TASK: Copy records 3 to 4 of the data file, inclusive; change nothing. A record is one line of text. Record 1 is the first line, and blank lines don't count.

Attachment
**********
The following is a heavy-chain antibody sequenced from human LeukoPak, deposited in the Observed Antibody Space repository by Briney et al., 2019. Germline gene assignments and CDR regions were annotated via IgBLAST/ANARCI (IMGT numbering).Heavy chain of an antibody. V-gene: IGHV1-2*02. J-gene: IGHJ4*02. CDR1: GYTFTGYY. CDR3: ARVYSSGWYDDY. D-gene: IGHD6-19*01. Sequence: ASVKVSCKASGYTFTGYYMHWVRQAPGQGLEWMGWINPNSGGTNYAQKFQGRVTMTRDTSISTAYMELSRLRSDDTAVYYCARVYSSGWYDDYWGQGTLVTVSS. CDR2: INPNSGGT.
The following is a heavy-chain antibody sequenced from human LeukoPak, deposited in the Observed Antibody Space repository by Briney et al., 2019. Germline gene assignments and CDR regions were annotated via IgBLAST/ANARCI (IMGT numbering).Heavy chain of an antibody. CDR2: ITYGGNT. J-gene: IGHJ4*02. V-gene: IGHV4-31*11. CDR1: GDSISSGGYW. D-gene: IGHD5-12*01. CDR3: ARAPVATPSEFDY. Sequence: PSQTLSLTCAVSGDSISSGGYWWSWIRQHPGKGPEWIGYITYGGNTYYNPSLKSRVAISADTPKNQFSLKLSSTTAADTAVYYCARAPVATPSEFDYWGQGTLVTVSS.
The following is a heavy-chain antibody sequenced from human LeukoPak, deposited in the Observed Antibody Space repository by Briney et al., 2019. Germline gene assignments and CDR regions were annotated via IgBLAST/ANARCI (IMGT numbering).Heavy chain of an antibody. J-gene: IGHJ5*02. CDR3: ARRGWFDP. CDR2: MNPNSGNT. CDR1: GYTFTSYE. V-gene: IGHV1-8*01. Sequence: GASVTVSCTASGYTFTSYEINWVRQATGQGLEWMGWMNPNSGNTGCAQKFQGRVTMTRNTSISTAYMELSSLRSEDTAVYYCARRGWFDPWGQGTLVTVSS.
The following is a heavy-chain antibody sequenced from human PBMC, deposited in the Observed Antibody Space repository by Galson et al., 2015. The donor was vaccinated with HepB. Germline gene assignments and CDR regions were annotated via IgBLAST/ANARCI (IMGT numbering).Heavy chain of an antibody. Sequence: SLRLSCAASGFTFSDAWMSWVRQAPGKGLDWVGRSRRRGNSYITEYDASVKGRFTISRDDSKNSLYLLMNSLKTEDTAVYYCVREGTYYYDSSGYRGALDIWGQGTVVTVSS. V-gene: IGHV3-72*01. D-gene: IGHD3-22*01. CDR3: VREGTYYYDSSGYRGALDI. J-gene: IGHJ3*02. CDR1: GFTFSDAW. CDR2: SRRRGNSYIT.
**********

The following is a heavy-chain antibody sequenced from human LeukoPak, deposited in the Observed Antibody Space repository by Briney et al., 2019. Germline gene assignments and CDR regions were annotated via IgBLAST/ANARCI (IMGT numbering).Heavy chain of an antibody. J-gene: IGHJ5*02. CDR3: ARRGWFDP. CDR2: MNPNSGNT. CDR1: GYTFTSYE. V-gene: IGHV1-8*01. Sequence: GASVTVSCTASGYTFTSYEINWVRQATGQGLEWMGWMNPNSGNTGCAQKFQGRVTMTRNTSISTAYMELSSLRSEDTAVYYCARRGWFDPWGQGTLVTVSS.
The following is a heavy-chain antibody sequenced from human PBMC, deposited in the Observed Antibody Space repository by Galson et al., 2015. The donor was vaccinated with HepB. Germline gene assignments and CDR regions were annotated via IgBLAST/ANARCI (IMGT numbering).Heavy chain of an antibody. Sequence: SLRLSCAASGFTFSDAWMSWVRQAPGKGLDWVGRSRRRGNSYITEYDASVKGRFTISRDDSKNSLYLLMNSLKTEDTAVYYCVREGTYYYDSSGYRGALDIWGQGTVVTVSS. V-gene: IGHV3-72*01. D-gene: IGHD3-22*01. CDR3: VREGTYYYDSSGYRGALDI. J-gene: IGHJ3*02. CDR1: GFTFSDAW. CDR2: SRRRGNSYIT.